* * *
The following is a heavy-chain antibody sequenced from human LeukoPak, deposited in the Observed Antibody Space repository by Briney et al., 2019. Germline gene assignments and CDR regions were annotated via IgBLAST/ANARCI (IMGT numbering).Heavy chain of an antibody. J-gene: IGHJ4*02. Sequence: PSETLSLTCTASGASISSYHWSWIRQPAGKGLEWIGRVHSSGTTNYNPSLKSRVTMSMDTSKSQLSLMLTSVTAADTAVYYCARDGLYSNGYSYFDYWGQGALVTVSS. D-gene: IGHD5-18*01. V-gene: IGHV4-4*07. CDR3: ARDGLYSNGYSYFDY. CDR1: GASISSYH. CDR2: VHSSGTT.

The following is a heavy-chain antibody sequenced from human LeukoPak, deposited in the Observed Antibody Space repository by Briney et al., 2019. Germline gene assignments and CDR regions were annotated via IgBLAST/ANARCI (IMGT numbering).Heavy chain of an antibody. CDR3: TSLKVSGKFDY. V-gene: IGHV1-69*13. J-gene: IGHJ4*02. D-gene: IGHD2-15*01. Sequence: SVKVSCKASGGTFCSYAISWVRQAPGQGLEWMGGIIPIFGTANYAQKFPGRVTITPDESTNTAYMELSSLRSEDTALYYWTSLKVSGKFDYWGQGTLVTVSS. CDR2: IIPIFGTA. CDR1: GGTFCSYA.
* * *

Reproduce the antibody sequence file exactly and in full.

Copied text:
The following is a heavy-chain antibody sequenced from human LeukoPak, deposited in the Observed Antibody Space repository by Briney et al., 2019. Germline gene assignments and CDR regions were annotated via IgBLAST/ANARCI (IMGT numbering).Heavy chain of an antibody. J-gene: IGHJ4*02. Sequence: PSETLSLTCTASGASISSYHWSWIRQPAGKGLEWIGRVHSSGTTNYNPSLKSRVTMSMDTSKSQLSLMLTSVTAADTAVYYCARDGLYSNGYSYFDYWGQGALVTVSS. D-gene: IGHD5-18*01. V-gene: IGHV4-4*07. CDR3: ARDGLYSNGYSYFDY. CDR1: GASISSYH. CDR2: VHSSGTT.

The following is a heavy-chain antibody sequenced from human LeukoPak, deposited in the Observed Antibody Space repository by Briney et al., 2019. Germline gene assignments and CDR regions were annotated via IgBLAST/ANARCI (IMGT numbering).Heavy chain of an antibody. CDR3: TSLKVSGKFDY. V-gene: IGHV1-69*13. J-gene: IGHJ4*02. D-gene: IGHD2-15*01. Sequence: SVKVSCKASGGTFCSYAISWVRQAPGQGLEWMGGIIPIFGTANYAQKFPGRVTITPDESTNTAYMELSSLRSEDTALYYWTSLKVSGKFDYWGQGTLVTVSS. CDR2: IIPIFGTA. CDR1: GGTFCSYA.